I didn’t realize there were so many people who prefer to have pets over children. Apparently, there are enough for Pope Francis to step in.
Even though I’m not a Catholic, I have a great deal of respect for Pope Francis. I’ve written before about things he said that I agreed with or (occasionally) disagreed with.
Some of his recent comments about children and pet ownership, I’m afraid, fall into the latter category.
Multiple news agencies reported that the pontiff criticized people who choose to have pets over children. He said a “denial of fatherhood or motherhood diminishes us.”
“Today, we see a form of selfishness,” Francis said, according to The Guardian. “We see that some people do not want to have a child. Sometimes they have one, and that’s it, but they have dogs and cats that take the place of children. This may make people laugh but it is a reality.”
I feel it can be a loss when those who would make good parents choose not to be parents. I’ll give him that much. I also agree that those who are capable of giving a good home to those waiting to be adopted should step up.
But there’s plenty I disagree with.
However, I disagree strongly with the notion that all people are supposed to have children. In today’s world, with growing climate concerns and overpopulations, I find that to be a reckless attitude. Couples shouldn’t be forced — by law or religious decree — to have children just because.
People should have children because they want to have children, not because a leader says they should.
In the United States, some children live in unsafe, potentially volatile situations. America’s legal system makes for an extraordinary battle to move those children from biological parents to adoptive parents. That’s true even when the adoptive parents could provide a better, more loving home. Why aren’t we addressing that?
Yes, adoption can be a great alternative for parents who are biologically unable to have children.
I find it ridiculous to think that every couple or even every single person has a duty to be a parent. I know some incredible parents who provide loving, supportive homes to their children. However, nearly every day, you can find news stories about parents accused of doing exactly the opposite.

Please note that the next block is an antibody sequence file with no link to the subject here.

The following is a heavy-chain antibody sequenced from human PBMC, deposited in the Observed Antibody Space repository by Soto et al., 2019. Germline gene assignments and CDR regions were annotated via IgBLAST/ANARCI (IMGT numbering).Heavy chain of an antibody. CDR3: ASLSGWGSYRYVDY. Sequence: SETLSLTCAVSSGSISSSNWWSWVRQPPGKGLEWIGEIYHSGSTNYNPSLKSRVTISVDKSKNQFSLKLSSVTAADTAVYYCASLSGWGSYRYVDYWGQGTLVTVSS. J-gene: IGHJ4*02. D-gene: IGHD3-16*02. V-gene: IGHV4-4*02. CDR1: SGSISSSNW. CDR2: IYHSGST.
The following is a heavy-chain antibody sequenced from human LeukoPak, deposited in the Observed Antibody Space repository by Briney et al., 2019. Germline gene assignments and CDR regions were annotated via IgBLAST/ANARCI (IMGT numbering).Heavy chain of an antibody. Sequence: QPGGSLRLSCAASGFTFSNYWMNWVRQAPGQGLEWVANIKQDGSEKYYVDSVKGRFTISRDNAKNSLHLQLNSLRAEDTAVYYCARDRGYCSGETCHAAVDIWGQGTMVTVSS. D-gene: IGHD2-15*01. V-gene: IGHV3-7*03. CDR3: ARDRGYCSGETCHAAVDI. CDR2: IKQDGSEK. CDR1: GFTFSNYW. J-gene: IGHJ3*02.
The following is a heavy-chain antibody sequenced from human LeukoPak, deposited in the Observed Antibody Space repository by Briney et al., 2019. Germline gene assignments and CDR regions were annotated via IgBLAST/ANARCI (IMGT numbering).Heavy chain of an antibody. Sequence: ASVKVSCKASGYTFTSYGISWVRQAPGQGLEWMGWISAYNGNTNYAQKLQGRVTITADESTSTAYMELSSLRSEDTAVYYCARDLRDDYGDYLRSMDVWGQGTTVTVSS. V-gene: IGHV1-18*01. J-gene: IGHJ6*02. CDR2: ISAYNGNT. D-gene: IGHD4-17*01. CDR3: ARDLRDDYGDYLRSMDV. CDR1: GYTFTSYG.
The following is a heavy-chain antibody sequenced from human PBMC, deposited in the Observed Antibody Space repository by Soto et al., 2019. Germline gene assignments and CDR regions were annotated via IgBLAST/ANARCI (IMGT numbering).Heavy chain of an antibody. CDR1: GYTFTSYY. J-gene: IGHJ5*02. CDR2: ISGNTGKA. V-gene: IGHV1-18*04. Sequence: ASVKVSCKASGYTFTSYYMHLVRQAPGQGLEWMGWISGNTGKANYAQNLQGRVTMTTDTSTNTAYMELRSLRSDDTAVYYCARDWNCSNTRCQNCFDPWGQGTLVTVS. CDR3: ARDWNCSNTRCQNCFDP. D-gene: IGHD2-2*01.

Not everyone makes a good parent. If we’re honest, we have to recognize that.
My folks chose to have one child. When I was a kid, we had several pets. I grew up with a love of animals and I have had several dogs over my lifetime. At the moment, I have one dog but no children. While I think I make an excellent dog dad, I don’t think I would make a good dad for a child.
That’s my call to make. That’s my business. Not the government’s. Not the church’s. And not Pope Francis’s.
There’s a movement now to do away with a woman’s right to abortion. In doing so, that would force women who clearly do not want to have a child under whatever circumstances they’re in — that’s their business — to have a child. Maybe those women will make excellent mothers regardless. Perhaps they won’t. At best, the child gets put up for adoption and, also at best, it goes to a worthy family.
But there are no guarantees.
There shouldn’t be absolutes.
In the story of creation, the Bible tells us God created Eve after saying that man should not be alone. But in the New Testament, Paul says it’s OK for some people to remain single.
On the one hand, you have God Himself saying man shouldn’t be alone. On the other, you have a follower saying in some cases, that’s perfectly fine.
Whose understanding are we relying on for singleness?
Some people, no matter how much others might deny it, are just not equipped to raise children. Many are, but some just aren’t.
Why is it wrong to recognize such a weakness and not subject a child to it? Ignoring that weakness, it seems to me, would be even more harmful.